Just do it already!
You knew it had to happen. Every homesteader has a sourdough starter (well… maybe). And yes, I was super late to the game. This is for anyone else out there who has been too scared to do it! Honestly, starting is the hardest part. It’s water and flour. If it fails, you’re not really out a lot of money, time, or effort.
I want to mention that I am no sourdough expert. I am simply here to encourage you to start. If you are looking for the experts, check out Farmhouse on Boone or Little Spoon Farm for next level recipes.
Sourdough Starter Ingredients
Whole Wheat, or Not!
I bought whole wheat flour just for this, only to find out I didn’t really need to! It just helps ferment a little faster. If you only have all purpose flour on hand, use that! I REPEAT, USE WHAT YOU HAVE ON HAND! Just get her started!
As I have moved further into my homesteading journey, I now grind my own grain to make flour, but I STILL use my store-bought all purpose flour for the starter. It is easier and cheaper.
Sourdough Starter Recipe
First Failed Attempt
Don’t worry! I truly thought I had to throw this away, but I could have totally saved it! You only want to throw your starter away if it has some SERIOUS mold.
During my first ever attempt, I failed to feed the starter everyday, and I thought she died. She was kina of funky looking and smelling. Yes, I am calling the sourdough starter a “her.” This is a common practice among those sourdough types and a lot even name theirs! Hmm… I am thinking Gretchen, or Karen. She does need a lot of attention. Let me know you name ideas in the comments.
I Gave Her Another Shot
I learned a few tips here from The Clever Carrot. I learned that the liquid on top is the Hooch, and when that appears it means your starter needs to be fed. Mine seemed to have a lot of hooch by Day 4, so I decided to use a little less water. If yours is too watery, use more flour. If yours is too thick, use more water. It will depend on your environment.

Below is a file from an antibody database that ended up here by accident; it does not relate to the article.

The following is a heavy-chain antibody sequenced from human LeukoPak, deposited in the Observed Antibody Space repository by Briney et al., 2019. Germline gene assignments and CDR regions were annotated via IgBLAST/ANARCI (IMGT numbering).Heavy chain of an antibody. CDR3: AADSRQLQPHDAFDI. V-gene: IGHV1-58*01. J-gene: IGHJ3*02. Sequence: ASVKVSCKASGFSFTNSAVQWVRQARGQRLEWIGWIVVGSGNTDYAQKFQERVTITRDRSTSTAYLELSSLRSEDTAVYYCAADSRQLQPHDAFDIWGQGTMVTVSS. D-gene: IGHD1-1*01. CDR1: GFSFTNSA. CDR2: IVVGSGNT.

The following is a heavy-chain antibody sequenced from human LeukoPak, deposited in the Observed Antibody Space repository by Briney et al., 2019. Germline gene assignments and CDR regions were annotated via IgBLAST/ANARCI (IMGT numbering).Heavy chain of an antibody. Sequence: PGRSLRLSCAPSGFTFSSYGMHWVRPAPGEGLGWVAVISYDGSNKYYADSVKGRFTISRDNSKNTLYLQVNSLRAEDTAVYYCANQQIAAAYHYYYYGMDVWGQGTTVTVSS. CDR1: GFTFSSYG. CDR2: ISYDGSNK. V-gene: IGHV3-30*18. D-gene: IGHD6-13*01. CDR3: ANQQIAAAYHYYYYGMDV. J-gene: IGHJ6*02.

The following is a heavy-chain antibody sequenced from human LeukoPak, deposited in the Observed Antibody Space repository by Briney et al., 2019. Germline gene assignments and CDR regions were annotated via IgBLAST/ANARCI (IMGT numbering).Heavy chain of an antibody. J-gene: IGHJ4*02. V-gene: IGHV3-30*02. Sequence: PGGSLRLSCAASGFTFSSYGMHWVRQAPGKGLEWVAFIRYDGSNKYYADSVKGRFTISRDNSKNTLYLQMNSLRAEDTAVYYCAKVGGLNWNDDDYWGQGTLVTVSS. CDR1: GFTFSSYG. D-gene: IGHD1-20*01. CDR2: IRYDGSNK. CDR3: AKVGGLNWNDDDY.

The container you make it in will get super gross, so I decided to move mine into one of my favorite Weck Jars.
I did learn one lesson the hard way. Do not store your sourdough starter with a tight lid. Mine exploded. If you want to ramp up the bubbles quick, you can put a tight lid on for a few hours, but just keep an eye on it.
Now I opt for a large half-gallon mason jar with just fabric covering the top to let it breath. When I am refreshing my jar, I sometimes store it in a large glass bowl with the top on loosely.
Why Use a Sourdough Starter?
Besides learned to make things from scratch, one of the main reasons to use a sourdough starter is because it is easier to digest than using yeast from a packet. The starter is able to use yeast from the environment to break down the grains in a way that other yeast can’t. It does the work for you, since your body isn’t very good at this. Because it can break down the grains more, we can digest even more nutrients from them! It sounds complicated, but trust me… it’s just better!
Seriously, just jump on the sourdough bandwagon and get this thing started already! It takes 2 minutes and you’ll feel so productive you won’t have to do anything else for the rest of the day.
Looking for Recipes for your Sourdough Starter?
Check out these posts for sourdough inspiration!
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- Glass Jar or Bowl (Don't use metal as it can mess with the fermentation)
- 1 Bag Unbleached All Purpose Flour
- 1/2 Cup Whole Wheat Flour
- Warm filtered water
Day 1: Mix 1/2 cup whole wheat flour with 1/2 cup water in glass bowl with a wood spoon
Day 2: Leave it alone!
Day 3: Remove and Discard half of the starter. Add 1/2 cup All Purpose flour and 1/2 cup water. Mix with wood spoon.
Day 4-7: Repeat process from Day 3 (aka feed the starter). Repeat until it looks like thick pancake batter with bubbles.
Once your starter is born, feed everyday if left out on the counter, or feed once a week if you put it in the fridge. Before you use it, bring it back to room temperature and feed it first.